Competency-based Learning in Higher Education

Tritton, Brian (2008) Competency-based Learning in Higher Education. Research Master thesis, Victoria University.


In 2004 the Victorian Office of Higher Education accredited a four-year undergraduate degree: Bachelor of Health Science (Myotherapy). This degree had stemmed from a three-year competency-based, Advanced Diploma of Myotherapy which is no longer accredited in the Vocational Education and Training (VET) sector. Myotherapy can be defined as the treatment and management of musculoskeletal pain. The Myotherapy degree program was developed as a content-based curriculum without a formal competency-based component. As with many vocational programs in the Higher Education (HE) sector, Myotherapy requires the development of both underpinning and acquired knowledge to carry out a number of procedural tasks. Consequently, this study intended to ascertain if there is a place for the formalisation of Competency-based Learning in Higher Education. A qualitative methodology using principles of grounded theory was used for the study. The data examined comprised documentation pertaining to competency-based programs combined with information from descriptive surveys and semi-structured interviews conducted with a cohort of participants experienced in teaching, lecturing and/or designing curriculum for competency-based programs in the VET and HE sectors. Data collected was coded throughout the collection process and analysed for identification of themes and interpretation. Results of the study suggest that competency-based learning has a place in the higher education sector and can be effective in those elements of a course which place an emphasis on procedural tasks. Its suitability was acknowledged as a component part of an integrated curriculum rather than the complete program. Results also suggest that the nature of competency-based programs in the VET sector tends to produce a rigidity of thinking which can be described as ‘protocolic’ and based on the ability to following specific procedures, whereas the aims of the HE sector require graduates to acquire functional knowledge based on analytic inquiry. This implies that the HE sector needs to look ‘beyond competency’ to an approach such as ‘capability’ to produce graduates with the required generic skills and graduate attributes considered to be both employable and possessing acceptable qualities within the broader community.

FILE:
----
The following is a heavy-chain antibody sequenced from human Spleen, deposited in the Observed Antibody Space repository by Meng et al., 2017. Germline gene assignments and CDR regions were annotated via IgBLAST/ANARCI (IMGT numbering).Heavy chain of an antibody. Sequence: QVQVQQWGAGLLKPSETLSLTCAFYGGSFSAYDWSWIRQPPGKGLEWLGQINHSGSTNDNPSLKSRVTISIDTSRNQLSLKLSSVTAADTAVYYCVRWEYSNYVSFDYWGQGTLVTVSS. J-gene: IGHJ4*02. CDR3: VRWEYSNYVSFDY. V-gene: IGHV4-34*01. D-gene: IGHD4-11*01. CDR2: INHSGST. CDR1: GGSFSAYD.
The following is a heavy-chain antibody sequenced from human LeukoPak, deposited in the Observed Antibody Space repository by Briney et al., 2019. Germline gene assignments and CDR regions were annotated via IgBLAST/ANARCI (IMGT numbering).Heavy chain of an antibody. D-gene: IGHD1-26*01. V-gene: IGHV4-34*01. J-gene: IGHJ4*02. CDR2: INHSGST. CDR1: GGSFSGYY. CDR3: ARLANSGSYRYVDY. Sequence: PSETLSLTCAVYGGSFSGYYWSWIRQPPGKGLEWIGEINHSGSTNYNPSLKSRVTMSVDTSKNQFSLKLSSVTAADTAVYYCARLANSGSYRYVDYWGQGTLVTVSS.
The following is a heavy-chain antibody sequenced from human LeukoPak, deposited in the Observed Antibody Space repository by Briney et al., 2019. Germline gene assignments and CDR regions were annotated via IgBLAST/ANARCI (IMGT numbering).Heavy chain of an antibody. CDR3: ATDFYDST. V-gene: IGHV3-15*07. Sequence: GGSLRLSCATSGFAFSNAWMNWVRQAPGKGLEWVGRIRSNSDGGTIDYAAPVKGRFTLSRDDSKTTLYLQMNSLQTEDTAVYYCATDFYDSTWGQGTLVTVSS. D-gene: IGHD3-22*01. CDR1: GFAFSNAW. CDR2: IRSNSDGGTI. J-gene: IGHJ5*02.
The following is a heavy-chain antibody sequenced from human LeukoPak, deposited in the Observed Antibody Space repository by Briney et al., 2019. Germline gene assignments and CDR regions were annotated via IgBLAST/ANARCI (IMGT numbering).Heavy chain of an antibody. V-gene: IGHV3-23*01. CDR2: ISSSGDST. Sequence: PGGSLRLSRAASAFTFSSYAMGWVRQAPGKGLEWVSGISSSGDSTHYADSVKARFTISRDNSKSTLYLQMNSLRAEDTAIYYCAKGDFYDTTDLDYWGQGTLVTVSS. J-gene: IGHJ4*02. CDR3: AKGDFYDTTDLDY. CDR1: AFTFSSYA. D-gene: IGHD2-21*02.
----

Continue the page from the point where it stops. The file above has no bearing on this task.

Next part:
Item type Thesis (Research Master thesis)
Subjects Historical > RFCD Classification > 330000 Education
Historical > Faculty/School/Research Centre/Department > School of Education
Keywords competency-based learning, tertiary education, integrated curriculum, health education, Australia
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